Speaking on Channels Television’s Sunrise Daily on Monday, Industrial Organisational Psychologist, (Rtd) Colonel Wilson Ijide, said that Nigeria still needs to better understand the true nature of the Boko Haram insurgency.
“When it started, it was like child’s play; people thought it was something that could wash away; either by abuses, sentiments and other kinds of emotions.
“When you look at it from that perspective, I will tell you that it’s an ideology; insurgency is based on ideology; there is a motive.
“Until you tackle and remove the motive, it is likely to resurface; no matter how you attack them, new ones could also come up.
“So, we must have a broad and holistic picture of the kind of challenge this country is facing so that we can deal with it more decisively and comprehensively,” he said.
Mr Ijide spoke extensively on the issue of insurgency from the psychological point of view.
He said, “Research has been done in the past in the area of media operations, especially in psychological warfare, you research into the nature of these people which enables you come up with a programme on how to re-educate and re-orientate the people.
“Boko Haram started with Muhammed Yusuf, who preached an ideology, saying Nigerian states are corrupt that we needed an Islamic State which means his ideology has become an engine which has been able to galvanise a lot of people to accept it.
“Looking at it from the religious angle, they turned the doctrine of martyrdom around, which states that people will give their lives for what they believe in, but Boko Haram insurgency deals with the suicide bomber killing himself and other people.
“There are two broad strategies in dealing with insurgency; de-escalation and containment institute.
“The containment institute is the military strategy and the strategies of other contingencies put in place; road block, check points and getting information on where they hide their arms.
“While the de-escalation strategy has to do with other broad strategies; a commission of strategies like diplomatic, economic and informational;which I call psychological operations.
“With the economic strategy, you identify the financial base of insurgency. I wonder why we have not hit the financial base of insurgency in the past six years.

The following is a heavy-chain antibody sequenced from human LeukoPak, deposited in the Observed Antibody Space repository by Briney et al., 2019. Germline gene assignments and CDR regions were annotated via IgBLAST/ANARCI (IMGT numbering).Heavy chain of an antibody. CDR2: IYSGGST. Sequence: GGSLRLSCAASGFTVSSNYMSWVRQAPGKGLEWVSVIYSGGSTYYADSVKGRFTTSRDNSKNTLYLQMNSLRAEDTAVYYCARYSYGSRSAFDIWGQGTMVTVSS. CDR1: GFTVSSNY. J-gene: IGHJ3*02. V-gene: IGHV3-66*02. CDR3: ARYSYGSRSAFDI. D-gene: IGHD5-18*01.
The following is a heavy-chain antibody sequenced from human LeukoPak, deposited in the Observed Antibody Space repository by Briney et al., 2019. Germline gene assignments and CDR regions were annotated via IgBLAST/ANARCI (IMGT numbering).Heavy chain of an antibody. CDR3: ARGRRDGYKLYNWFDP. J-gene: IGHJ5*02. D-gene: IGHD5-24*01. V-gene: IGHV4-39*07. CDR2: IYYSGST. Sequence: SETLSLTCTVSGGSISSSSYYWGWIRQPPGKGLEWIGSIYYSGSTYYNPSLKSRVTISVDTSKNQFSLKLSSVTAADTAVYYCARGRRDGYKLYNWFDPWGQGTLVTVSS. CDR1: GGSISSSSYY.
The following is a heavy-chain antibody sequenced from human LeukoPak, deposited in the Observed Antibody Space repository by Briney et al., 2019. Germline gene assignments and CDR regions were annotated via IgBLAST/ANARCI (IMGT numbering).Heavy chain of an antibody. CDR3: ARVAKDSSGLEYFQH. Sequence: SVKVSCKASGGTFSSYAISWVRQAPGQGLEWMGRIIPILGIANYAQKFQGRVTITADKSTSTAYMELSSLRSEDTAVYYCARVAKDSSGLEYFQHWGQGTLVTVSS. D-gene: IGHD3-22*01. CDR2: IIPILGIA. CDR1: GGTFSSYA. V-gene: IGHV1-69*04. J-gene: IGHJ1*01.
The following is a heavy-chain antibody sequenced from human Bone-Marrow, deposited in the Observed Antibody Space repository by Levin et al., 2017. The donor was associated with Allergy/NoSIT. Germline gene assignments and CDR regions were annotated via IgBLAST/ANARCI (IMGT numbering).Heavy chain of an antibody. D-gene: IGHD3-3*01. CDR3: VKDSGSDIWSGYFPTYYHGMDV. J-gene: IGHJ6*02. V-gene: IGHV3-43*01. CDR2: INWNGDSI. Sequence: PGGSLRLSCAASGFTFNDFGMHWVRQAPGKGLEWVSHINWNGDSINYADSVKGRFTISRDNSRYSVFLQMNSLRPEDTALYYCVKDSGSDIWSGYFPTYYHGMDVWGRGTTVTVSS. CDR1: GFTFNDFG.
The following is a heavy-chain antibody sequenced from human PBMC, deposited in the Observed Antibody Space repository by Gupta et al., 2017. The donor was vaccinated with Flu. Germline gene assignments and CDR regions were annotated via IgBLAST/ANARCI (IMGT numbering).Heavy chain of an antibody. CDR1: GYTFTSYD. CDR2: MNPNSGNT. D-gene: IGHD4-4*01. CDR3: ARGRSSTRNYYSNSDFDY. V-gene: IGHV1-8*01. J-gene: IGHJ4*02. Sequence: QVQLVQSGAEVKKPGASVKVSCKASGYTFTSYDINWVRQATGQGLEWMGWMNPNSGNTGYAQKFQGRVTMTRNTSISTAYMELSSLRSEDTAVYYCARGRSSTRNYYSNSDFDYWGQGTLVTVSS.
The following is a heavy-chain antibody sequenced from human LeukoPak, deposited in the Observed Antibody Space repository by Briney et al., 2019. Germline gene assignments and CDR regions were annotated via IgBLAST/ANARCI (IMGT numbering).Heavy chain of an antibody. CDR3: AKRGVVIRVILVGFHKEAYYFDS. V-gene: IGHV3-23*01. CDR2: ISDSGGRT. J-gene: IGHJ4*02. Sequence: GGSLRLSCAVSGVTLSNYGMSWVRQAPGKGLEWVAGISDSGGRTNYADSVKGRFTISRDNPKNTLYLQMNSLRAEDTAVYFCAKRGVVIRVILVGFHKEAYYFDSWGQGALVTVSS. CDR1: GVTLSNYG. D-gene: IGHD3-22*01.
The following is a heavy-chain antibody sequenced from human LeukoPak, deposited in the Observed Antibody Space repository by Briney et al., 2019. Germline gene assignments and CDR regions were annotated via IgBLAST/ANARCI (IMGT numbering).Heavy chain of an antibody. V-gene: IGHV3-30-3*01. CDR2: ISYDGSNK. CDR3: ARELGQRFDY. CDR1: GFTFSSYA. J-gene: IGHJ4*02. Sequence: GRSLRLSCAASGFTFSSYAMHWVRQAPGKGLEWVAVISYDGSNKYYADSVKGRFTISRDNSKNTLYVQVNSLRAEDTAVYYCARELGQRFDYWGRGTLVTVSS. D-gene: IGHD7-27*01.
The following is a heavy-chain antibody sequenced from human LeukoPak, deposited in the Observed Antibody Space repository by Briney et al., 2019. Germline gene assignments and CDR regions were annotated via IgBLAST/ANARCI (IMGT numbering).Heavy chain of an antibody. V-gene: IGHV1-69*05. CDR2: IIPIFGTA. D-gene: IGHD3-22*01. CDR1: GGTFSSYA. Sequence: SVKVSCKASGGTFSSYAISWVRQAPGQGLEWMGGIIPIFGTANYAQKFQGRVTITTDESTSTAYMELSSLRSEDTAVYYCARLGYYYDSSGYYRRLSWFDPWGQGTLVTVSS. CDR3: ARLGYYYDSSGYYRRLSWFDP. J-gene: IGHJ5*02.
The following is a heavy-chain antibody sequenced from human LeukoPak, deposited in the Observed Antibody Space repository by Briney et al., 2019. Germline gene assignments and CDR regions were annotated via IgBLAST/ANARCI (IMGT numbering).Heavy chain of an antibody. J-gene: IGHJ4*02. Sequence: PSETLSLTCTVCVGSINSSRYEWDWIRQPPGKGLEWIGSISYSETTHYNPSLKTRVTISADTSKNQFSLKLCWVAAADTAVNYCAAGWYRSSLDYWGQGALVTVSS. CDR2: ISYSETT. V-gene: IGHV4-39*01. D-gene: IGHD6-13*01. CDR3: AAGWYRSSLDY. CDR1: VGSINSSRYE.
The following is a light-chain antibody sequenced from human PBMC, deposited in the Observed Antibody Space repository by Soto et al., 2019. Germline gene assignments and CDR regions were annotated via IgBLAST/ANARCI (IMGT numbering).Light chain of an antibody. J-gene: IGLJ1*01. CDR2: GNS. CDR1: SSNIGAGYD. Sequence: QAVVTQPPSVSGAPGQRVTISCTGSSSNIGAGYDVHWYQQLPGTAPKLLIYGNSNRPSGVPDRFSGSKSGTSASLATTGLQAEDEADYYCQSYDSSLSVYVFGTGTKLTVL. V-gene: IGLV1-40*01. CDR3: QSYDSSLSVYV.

“As long as the government continue to fund the insurgents, they will have the power to strike and choose the time they want to strike as well as the location.”
Mr Ijide is, however, optimistic that if the government puts more efforts in finding a lasting solution to the problem of insurgency, it could be solved.
“We, the military were trained in that extent, but in this kind of war, you need more than the military knowledge of identification, the population itself should have that ability.
“I think by now, we should have fliers that come from security forces that will educate civilians on terrorism,” he said, adding that the recent attack of the terrorists is like “a statement that we are still here, not only that, but we can also envelope you. They struck at Nyanya and Kuje, which is like striking in the north and south to inform Nigerians that they are still around and that they have the capability to do that.
“They will always do that, but we must not be scared.”.
Teenage Suicide Bombers
Mr Ijide also shared his views on the terrorists’ act of making use of children.
He noted, “Children are very vulnerable and easy to turn around. There are different ways insurgents make use of vulnerable groups; they may either tell you that is the way to ply to make your life better or they (the children) may not know what they are carrying.”
The Psychologist however, said that “to identify vulnerable groups you need data; you get data from the incidents taking place”.
In his recommendations, the Psychologist said that Nigeria needs strong and determined citizens who are dedicated and committed and would say, “we will never succumb”.
“I get frustrated when the government keeps telling Nigerians that they will name the sponsors of Boko Haram terrorists.
“We want to hear you name them, what are the legal bottlenecks that prevent government from naming people who are suspects”, he questioned.
On the possibility of ending insurgency soon, Mr Ijide warned that it could be wrong for Nigerians to think that they “could end insurgency in a day or two”.
He suggested that the Federal Government should convene a committee of experts to properly come out with details of what should be the specific response of every stakeholder including the citizenry to the menace.
“The National Security Architecture is supposed to be very effective. The architecture is based on security committees, starting with the Local Government, State Government and Federal Government.
He advised Local Government Chairmen to call security meetings on a monthly basis and at other occasions when members suggest there is something to be discussed urgently.
Mr Ijide also sent condolence messages to the families of the Nyanya bomb blast victims.
“Let me express my deep condolence and sincere sympathy to all victims of various suicide attacks and most especially, the one that happened in Nyanya and Kuje.
” I know the families are going through difficult times”, he said.